The truth be told, they are actually concerns collected from chapter members from the Show Me State prior to the meeting. The questions include:
Panel members - including Phil Templeton, branch manager, York Unitary Products Group, St. Louis, and Mark Adams, branch manager, Trane DSO, St. Louis - graciously answer the issues raised by the inquisitive emcee.
But then, as usual, it happens. The subject of industry image crops up.
Opening The FloorMaybe it was my fault. I opened the floor for questions from those in attendance, which could be seen as risky. After all, you just never know what may crop up when you prod contractors. Generally speaking, these businessmen and businesswomen do not mince words.
The topic began to shift after Haire informed the crowd that they had to get away from selling energy efficiency, due, in part, to 13 SEER being on the horizon.
"You have to start selling comfort, indoor air quality, value-added accessories ... The unit is only one component of the installation," he said. "You have to start selling your company on the quality of your installations and the service and satisfaction you provide. This should elevate the people in this room."
Problem was, the entire contractor world was not packed inside Spazio's Restaurant, where this panel discussion took place. As one astute person pointed out, the ones who needed to hear these words of wisdom were not present.
And Haire was not finished, either.
"As an industry, we make too little money," he said. "It's deplorable what we are getting from our business, plus have the ability to grow and do the investments, and give our employees the lifestyle that they should have. We, as an industry, have to learn to get more for our jobs. Part of that is selling our companies on quality."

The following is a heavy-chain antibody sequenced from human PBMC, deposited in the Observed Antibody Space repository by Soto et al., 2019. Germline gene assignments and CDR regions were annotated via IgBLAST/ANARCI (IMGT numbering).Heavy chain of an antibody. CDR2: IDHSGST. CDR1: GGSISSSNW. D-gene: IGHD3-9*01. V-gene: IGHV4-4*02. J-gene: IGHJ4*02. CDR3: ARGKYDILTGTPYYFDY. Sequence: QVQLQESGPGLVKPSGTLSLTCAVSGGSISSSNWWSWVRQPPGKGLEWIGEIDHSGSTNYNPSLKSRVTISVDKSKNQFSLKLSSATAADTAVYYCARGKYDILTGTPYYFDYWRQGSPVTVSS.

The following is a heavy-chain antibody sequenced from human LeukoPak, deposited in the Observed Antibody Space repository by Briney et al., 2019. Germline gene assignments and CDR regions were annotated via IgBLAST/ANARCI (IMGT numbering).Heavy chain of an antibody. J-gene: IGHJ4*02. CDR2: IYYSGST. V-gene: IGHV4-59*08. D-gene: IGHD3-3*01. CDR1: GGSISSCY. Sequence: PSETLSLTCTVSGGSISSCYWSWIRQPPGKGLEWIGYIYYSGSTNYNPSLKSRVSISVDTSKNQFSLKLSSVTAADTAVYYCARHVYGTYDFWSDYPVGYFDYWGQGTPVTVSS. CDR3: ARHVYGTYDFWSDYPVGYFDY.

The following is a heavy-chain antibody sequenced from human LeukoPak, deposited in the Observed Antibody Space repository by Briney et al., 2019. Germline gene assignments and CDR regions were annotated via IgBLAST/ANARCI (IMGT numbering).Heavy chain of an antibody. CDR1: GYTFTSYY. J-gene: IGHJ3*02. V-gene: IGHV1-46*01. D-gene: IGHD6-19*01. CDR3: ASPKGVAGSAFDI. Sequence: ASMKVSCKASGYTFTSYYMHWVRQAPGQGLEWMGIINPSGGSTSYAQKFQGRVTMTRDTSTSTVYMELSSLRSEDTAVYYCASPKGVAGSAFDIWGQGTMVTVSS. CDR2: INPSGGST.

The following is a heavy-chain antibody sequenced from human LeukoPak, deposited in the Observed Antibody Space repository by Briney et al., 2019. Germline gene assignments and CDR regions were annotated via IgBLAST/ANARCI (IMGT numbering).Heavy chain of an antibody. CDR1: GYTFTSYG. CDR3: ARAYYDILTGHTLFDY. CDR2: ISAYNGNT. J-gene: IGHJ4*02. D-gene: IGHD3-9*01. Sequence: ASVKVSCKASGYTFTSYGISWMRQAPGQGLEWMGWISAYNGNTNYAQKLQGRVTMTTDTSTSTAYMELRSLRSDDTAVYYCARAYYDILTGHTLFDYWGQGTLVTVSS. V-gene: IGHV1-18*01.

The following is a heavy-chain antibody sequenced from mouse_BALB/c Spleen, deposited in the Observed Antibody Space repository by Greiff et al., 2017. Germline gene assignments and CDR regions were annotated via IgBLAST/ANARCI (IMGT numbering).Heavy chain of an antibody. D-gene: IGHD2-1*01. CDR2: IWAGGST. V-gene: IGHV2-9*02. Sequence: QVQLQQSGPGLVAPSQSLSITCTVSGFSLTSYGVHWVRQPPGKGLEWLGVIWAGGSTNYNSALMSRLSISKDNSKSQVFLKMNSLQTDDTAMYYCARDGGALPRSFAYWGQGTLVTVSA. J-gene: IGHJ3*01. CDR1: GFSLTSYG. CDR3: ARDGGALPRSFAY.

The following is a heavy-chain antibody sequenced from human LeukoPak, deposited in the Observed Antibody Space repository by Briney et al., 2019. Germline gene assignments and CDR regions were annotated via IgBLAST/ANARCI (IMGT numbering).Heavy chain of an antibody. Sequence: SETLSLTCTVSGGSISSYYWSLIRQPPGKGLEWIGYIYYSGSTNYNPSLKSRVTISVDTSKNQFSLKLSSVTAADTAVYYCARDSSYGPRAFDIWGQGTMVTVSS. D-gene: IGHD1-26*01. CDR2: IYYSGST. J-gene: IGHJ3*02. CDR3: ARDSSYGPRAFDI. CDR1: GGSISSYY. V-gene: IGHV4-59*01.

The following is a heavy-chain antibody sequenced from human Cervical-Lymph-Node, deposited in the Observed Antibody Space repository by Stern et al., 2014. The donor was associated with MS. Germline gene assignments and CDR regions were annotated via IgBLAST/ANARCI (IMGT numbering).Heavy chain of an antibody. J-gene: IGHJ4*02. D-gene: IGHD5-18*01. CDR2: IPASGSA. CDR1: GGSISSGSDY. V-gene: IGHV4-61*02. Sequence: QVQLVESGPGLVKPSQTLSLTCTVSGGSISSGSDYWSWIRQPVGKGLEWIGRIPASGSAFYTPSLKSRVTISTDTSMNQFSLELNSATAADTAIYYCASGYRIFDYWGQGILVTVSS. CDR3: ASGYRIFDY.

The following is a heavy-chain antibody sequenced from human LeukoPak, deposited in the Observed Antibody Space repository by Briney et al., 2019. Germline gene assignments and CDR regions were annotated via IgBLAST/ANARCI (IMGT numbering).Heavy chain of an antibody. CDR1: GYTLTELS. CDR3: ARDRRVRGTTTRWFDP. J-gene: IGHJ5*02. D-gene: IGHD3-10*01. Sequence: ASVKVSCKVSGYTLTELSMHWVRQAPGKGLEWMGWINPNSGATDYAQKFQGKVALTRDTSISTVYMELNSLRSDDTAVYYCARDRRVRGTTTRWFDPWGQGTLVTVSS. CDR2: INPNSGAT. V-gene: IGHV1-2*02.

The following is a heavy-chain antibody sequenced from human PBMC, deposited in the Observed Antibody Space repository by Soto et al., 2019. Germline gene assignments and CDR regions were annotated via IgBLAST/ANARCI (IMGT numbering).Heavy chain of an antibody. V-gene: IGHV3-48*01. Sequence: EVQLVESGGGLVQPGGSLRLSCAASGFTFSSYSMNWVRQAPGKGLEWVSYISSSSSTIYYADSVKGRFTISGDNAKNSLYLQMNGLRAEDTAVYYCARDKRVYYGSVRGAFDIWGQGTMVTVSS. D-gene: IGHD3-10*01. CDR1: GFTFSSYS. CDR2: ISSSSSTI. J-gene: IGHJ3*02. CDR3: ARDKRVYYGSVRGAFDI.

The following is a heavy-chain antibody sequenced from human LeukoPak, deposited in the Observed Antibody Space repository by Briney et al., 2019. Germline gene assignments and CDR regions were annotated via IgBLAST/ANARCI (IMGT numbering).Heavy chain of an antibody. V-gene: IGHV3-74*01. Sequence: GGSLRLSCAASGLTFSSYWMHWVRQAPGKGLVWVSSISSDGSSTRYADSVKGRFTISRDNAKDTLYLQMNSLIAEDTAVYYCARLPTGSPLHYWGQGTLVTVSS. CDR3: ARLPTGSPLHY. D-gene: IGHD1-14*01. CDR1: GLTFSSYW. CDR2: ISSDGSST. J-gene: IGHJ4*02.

Before you could say "industry image," the discussion turned to that ever-present topic.
One by one the contractors present chimed in with their thoughts about this industry's image. It was not a pretty picture. One contractor said the industry needed a strong national marketing campaign, to let consumers know the importance of cooling and heating. He even recommended having "Today" co-hosts Matt Lauer and/or Katie Couric supply the necessary celebrity touch.
Another contractor said it wasn't consumers who needed more education - it was contractors.
"New construction around here puts a black eye on our industry, but it is going to put our kids through college," said another contractor sitting up front. "A lot are going to retire wealthy, thanks to the new construction being put in."
At a recent home builders' meeting, this same contractor said he was confronted by a home construction general manager, who told him, "You can't see your air conditioner. You can't see your furnace. We don't care about you."
"They'd rather sell the brass bathroom fixture," the contractor said. "They do not care about the comfort level. We have to educate the contractors."
Haire, for one, was in total agreement. "We have not educated the consumer from the point of sale," he said. "We have not done a good job of marketing. We have to change the way we market to the consumer. The way we do business has to change."
Mark Skaer is senior editor. He can be reached at 618-239-0288 or email@example.com.
Publication date: 06/27/2005